*I often find passages repeatedly plagarized on genealogy websites with no author credit or any citation given. This genealogy is MY work, therefore Passed Time holds the copyright. Do not copy and paste my work elsewhere without permissions and, yes, payment. Thank you. 

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The Noyes Raymond Denison and Mary Augusta Miner Family

Noyes Raymond Denison (October 29, 1831-July 4, 1876) is the son of Noyes Palmer Denison(1804-1875) and Harriet L. Denison(1812-1846). 

Mary Augusta Miner Denison (circa 1840-?) is the daughter of John Woodward Miner (Minor)(1804-1878) and Emelia Avery Miner (1804-1887)

Noyes Raymond Denison married Mary Augusta Denison on February 17, 1861

The marriage resulted in the following children:

George E. Denison born May 8, 1862

Emily M. Denison born June 13, 1866

Mary E. Denison born February 6, 1865

Ralph H. Denison born October 4, 1871

Isabella N. Denison born July 12, 1875*

*Genealogical and Biographical Record of New London County, Connecticut: Containing Biographical Sketches of Prominent and Representative Citizens and Genealogical Records of Many of the Early Settled Families. J. H. Beers & Company, 1905. p. 250


External Sources:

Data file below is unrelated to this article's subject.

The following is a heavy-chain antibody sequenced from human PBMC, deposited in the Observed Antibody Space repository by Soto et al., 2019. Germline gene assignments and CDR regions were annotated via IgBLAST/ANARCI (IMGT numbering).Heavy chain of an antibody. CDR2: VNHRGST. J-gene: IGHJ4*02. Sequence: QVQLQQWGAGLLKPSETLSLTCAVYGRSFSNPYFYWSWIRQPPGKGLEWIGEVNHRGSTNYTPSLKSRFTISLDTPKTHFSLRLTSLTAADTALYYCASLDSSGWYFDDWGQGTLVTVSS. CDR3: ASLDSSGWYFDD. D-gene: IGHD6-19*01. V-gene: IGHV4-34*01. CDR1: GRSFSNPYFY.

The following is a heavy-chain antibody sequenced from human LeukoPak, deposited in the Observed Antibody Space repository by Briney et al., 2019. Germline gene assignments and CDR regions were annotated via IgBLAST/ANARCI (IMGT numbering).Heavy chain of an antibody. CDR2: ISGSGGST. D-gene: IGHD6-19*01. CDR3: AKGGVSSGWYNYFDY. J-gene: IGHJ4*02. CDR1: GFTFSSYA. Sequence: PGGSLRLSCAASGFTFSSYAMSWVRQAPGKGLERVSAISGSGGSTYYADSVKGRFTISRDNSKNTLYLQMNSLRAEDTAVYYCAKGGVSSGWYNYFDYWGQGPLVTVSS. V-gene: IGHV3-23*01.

Denison Homestead

Denison Homestead and Denison Society Blog

Find-A-GraveJohn Woodward Miner and Emelia Avery Miner. Note the discrepancy in dates regarding Emelia's death. 


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Birth and Death Dates of the Family Members Found on "Important": Elizabeth Kennard Robson's Tribute

  The following information is a superficial genealogy of those mentioned in "Important": Elizabeth Kennard Robson's Tribute

     The note's author, Elizabeth Kennard Robson, was born in 1866. As of yet, her husband is unknown, She died in 1946 and was buried in Middletown Cemetery, Dauphin County, Pennsylvania. (Link to Find-A-Grave

     Robson's  Grandmother was Elizabeth (Newton) Cook (Feb 20, 1806-March 6, 1881). She is buried in Friends Meetinghouse Cemetery in Kent County, Delaware. (Find-A-Grave added "Dill" to her name. That name is neither on her headstone or in Robson's write-up, so I'm going to leave that alone.) Elizabeth (and, as of yet, an unknown fellow or fellows) had three children. Only two of the children are pertinent to this piece. 

      Armina Davis Cook Kennard was Robson's birth mother. Armina's birthdate is unknown. She married William Groom Kennard (1826-1898).* They had one child, the author of the "important" note, Elizabeth Kennard Robson.  Armina Died on December 18, 1870, when Robson was only four years old. Armina is also buried in the Friends Meetinghouse Cemetery in Kent County, Delaware. (Link to Find-A-Grave) After her mother's death it seems that Armina's sister, Mary, took over the care of the child. 

      Mary A. Cook Spencer was born in 1848. She married Leonard M. Spencer (1827-1914). Clearly, from Robson's note, the Spencers lived in Philadelphia. Yet, from information on found on Find-A-Grave, both Mary and Leonard are buried in the Friends Meetinghouse Cemetery in Kent County, Delaware. (Link to Find-A-Grave)